While no one enters into a marriage thinking about divorce, considering how to protect yourself in the unlikely event of a separation from your spouse is essential to your financial wellbeing. Prenuptial agreements can be a tricky subject to address with your future spouse, but these legal documents provide security for you and your partner when you need it the most.
Prenuptial agreements, commonly referred to as prenups, protect an individual’s assets and or children from a previous marriage in the event of divorce. It is a common misconception that prenups are only needed in cases of extreme wealth. But the truth is that prenups are suitable a for anyone who wants to protect aspects of their lives in divorce or separation.
Not only do prenups protect individual personal assets possessed before marriage, but they also help you decide what happens to assets obtained during a marriage should the union dissolve. However, when drafting a prenup, you must consider a few key points to ensure your well-protected assets.
Determining the assets you are bringing into a marriage is essential to the foundation of a prenup agreement. Your assets are anything of value to you, regardless of their monetary value. Items such as family heirlooms that are priceless to you, art that should remain in your family, or a business you created before marriage all are examples of personal assets you should include in your Prenup.
In addition to tangible items, if one partner is significantly more wealthy than the other, a prenup can be designed to limit payable alimony after divorce.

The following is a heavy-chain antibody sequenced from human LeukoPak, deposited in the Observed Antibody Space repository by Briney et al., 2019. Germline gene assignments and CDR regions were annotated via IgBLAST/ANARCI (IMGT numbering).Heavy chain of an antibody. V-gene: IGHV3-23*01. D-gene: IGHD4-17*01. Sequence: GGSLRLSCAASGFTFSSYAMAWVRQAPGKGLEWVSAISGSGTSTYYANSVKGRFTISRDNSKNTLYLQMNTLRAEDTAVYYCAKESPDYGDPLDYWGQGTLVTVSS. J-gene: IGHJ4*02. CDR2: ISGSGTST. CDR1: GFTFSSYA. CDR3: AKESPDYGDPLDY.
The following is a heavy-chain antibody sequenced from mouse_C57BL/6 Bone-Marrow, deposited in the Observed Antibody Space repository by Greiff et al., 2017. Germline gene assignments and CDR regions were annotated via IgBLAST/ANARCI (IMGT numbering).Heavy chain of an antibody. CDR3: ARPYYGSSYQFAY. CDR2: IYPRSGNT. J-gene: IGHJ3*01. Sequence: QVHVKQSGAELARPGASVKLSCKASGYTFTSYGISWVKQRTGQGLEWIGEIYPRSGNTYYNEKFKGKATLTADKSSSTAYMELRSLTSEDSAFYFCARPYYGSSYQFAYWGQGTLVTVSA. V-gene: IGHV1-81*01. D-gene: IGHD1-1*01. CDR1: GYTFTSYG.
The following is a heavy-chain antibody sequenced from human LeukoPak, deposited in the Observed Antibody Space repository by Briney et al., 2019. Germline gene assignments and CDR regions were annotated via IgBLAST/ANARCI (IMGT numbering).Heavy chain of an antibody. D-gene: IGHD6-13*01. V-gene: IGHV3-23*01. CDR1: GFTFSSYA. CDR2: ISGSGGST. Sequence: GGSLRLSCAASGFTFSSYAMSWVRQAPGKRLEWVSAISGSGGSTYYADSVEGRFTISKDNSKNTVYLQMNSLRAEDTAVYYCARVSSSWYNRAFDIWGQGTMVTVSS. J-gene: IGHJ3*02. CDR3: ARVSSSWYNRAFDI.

A prenup allows you and your spouse to determine who will be in charge of your children’s property and financial inheritances in the event of divorce. While you can not use a prenup to determine physical custody of children, visitation, or child support, the document can be used to determine how children will inherit assets and property. In this way, a prenup helps you to avoid possible issues down the road.
Estate Plan Protection
A prenup agreement is also a vital estate planning document, just as is your last will. Prenups protect separate personal assets and property from being mixed with those that were obtained during a marriage. You can choose how your estate will be divided between your partner and any children you have, even limiting the inheritance of a spouse if desired.
Using a prenup in this manner is especially beneficial for people who have children from a previous marriage when entering into a new marriage. A prenup will stand as legal documentation in the event a will has not been signed before the new union, protecting your children’s inheritance as you deem necessary.
When considering the benefits of signing or drafting a prenuptial agreement before your marriage, consult with family law attorneys to ensure your legal rights are protected.